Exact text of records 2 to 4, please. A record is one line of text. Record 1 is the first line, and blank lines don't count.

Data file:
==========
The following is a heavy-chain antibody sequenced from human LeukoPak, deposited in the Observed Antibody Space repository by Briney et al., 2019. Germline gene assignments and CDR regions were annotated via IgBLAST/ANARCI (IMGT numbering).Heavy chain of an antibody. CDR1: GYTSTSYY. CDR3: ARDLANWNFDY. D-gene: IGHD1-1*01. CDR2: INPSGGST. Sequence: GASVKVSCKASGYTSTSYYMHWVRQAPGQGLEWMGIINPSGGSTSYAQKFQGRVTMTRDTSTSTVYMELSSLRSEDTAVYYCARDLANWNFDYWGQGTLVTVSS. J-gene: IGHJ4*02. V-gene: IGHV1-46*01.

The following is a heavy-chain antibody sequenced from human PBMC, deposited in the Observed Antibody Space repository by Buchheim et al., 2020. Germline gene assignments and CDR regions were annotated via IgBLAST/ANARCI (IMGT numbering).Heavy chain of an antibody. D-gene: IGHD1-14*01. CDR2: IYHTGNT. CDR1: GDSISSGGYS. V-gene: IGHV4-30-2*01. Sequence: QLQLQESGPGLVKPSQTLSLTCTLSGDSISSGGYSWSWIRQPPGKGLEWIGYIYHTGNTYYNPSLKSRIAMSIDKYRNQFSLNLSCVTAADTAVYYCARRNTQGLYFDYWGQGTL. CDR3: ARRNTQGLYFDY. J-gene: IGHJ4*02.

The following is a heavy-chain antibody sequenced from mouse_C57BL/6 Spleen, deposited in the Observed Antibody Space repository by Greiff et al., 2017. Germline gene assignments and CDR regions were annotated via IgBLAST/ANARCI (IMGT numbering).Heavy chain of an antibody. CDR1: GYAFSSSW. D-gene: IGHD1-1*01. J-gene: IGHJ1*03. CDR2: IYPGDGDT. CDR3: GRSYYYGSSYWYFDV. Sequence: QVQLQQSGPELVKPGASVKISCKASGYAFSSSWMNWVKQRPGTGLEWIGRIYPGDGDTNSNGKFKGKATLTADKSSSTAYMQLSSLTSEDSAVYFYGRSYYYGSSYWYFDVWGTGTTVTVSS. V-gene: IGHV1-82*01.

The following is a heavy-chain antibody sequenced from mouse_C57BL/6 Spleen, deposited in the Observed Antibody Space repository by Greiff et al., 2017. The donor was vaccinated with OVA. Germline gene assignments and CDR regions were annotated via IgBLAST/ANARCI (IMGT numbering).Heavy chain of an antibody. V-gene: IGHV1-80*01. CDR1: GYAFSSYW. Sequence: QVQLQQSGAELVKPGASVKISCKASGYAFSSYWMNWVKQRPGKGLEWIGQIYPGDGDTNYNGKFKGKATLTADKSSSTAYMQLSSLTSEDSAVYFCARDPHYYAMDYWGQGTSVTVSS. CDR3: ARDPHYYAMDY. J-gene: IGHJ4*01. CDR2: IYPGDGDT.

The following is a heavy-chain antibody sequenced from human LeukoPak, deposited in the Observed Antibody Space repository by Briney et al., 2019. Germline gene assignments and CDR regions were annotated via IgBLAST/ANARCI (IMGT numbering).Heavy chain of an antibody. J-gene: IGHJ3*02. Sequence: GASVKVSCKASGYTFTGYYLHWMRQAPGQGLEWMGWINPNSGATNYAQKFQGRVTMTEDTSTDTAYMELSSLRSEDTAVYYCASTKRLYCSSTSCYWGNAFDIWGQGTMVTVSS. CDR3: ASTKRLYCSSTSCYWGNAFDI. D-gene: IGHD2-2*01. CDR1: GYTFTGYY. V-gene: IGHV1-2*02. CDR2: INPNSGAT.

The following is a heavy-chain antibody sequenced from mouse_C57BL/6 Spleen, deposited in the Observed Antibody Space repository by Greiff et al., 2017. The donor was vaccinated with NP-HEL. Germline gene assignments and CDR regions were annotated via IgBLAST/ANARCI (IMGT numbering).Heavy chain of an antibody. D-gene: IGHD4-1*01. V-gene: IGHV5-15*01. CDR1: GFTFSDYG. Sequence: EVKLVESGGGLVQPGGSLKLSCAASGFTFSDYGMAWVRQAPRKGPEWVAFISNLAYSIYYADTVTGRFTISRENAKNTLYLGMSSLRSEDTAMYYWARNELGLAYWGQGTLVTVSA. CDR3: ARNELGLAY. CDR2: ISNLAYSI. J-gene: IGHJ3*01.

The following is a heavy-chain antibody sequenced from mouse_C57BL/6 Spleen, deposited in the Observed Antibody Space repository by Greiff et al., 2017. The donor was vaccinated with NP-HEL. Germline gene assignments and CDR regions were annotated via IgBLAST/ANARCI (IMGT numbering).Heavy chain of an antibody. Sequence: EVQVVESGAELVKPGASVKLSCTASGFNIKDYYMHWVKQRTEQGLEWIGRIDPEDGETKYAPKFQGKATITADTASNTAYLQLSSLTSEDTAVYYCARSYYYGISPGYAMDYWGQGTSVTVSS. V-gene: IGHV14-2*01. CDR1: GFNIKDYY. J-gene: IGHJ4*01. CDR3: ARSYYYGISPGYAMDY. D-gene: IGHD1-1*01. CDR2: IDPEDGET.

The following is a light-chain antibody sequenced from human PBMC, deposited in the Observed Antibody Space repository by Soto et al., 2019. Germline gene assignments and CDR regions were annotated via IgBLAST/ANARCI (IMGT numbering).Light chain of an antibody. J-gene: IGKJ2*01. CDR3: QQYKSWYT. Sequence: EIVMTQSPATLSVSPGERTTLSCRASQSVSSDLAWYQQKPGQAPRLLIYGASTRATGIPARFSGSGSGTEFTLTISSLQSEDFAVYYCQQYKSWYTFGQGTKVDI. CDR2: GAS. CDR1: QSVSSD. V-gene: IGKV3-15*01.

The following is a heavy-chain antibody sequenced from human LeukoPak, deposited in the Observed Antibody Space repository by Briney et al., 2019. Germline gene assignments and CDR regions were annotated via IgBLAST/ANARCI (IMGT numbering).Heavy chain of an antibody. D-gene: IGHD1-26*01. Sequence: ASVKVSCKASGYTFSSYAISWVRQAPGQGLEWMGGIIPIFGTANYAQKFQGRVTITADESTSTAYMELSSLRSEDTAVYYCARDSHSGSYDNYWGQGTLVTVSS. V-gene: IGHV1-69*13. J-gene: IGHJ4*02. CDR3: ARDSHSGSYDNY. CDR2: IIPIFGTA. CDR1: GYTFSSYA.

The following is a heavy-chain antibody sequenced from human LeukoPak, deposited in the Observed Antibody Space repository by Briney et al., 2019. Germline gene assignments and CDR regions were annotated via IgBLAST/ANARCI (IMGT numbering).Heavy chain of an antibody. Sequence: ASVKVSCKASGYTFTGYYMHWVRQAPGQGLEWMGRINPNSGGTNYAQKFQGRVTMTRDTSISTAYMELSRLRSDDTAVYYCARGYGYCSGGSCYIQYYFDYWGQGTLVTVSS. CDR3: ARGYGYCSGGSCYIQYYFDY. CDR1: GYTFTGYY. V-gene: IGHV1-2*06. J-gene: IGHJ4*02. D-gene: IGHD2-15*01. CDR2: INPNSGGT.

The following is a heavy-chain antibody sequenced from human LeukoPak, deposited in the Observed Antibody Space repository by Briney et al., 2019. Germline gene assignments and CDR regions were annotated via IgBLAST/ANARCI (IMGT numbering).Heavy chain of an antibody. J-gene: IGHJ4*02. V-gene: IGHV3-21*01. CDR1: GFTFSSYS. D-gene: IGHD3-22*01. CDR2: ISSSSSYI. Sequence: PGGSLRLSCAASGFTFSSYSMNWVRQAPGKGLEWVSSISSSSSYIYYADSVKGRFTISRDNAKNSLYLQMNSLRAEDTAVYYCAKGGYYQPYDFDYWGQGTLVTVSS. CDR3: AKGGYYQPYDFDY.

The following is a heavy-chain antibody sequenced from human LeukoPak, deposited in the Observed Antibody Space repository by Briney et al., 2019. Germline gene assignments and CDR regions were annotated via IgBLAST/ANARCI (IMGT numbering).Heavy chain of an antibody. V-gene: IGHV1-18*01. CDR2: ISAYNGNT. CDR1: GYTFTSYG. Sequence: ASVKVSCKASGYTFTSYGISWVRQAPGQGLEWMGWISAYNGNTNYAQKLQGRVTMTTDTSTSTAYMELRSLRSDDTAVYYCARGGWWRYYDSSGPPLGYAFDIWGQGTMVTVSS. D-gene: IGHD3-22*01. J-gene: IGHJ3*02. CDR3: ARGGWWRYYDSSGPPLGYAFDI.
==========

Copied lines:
The following is a heavy-chain antibody sequenced from human PBMC, deposited in the Observed Antibody Space repository by Buchheim et al., 2020. Germline gene assignments and CDR regions were annotated via IgBLAST/ANARCI (IMGT numbering).Heavy chain of an antibody. D-gene: IGHD1-14*01. CDR2: IYHTGNT. CDR1: GDSISSGGYS. V-gene: IGHV4-30-2*01. Sequence: QLQLQESGPGLVKPSQTLSLTCTLSGDSISSGGYSWSWIRQPPGKGLEWIGYIYHTGNTYYNPSLKSRIAMSIDKYRNQFSLNLSCVTAADTAVYYCARRNTQGLYFDYWGQGTL. CDR3: ARRNTQGLYFDY. J-gene: IGHJ4*02.

The following is a heavy-chain antibody sequenced from mouse_C57BL/6 Spleen, deposited in the Observed Antibody Space repository by Greiff et al., 2017. Germline gene assignments and CDR regions were annotated via IgBLAST/ANARCI (IMGT numbering).Heavy chain of an antibody. CDR1: GYAFSSSW. D-gene: IGHD1-1*01. J-gene: IGHJ1*03. CDR2: IYPGDGDT. CDR3: GRSYYYGSSYWYFDV. Sequence: QVQLQQSGPELVKPGASVKISCKASGYAFSSSWMNWVKQRPGTGLEWIGRIYPGDGDTNSNGKFKGKATLTADKSSSTAYMQLSSLTSEDSAVYFYGRSYYYGSSYWYFDVWGTGTTVTVSS. V-gene: IGHV1-82*01.

The following is a heavy-chain antibody sequenced from mouse_C57BL/6 Spleen, deposited in the Observed Antibody Space repository by Greiff et al., 2017. The donor was vaccinated with OVA. Germline gene assignments and CDR regions were annotated via IgBLAST/ANARCI (IMGT numbering).Heavy chain of an antibody. V-gene: IGHV1-80*01. CDR1: GYAFSSYW. Sequence: QVQLQQSGAELVKPGASVKISCKASGYAFSSYWMNWVKQRPGKGLEWIGQIYPGDGDTNYNGKFKGKATLTADKSSSTAYMQLSSLTSEDSAVYFCARDPHYYAMDYWGQGTSVTVSS. CDR3: ARDPHYYAMDY. J-gene: IGHJ4*01. CDR2: IYPGDGDT.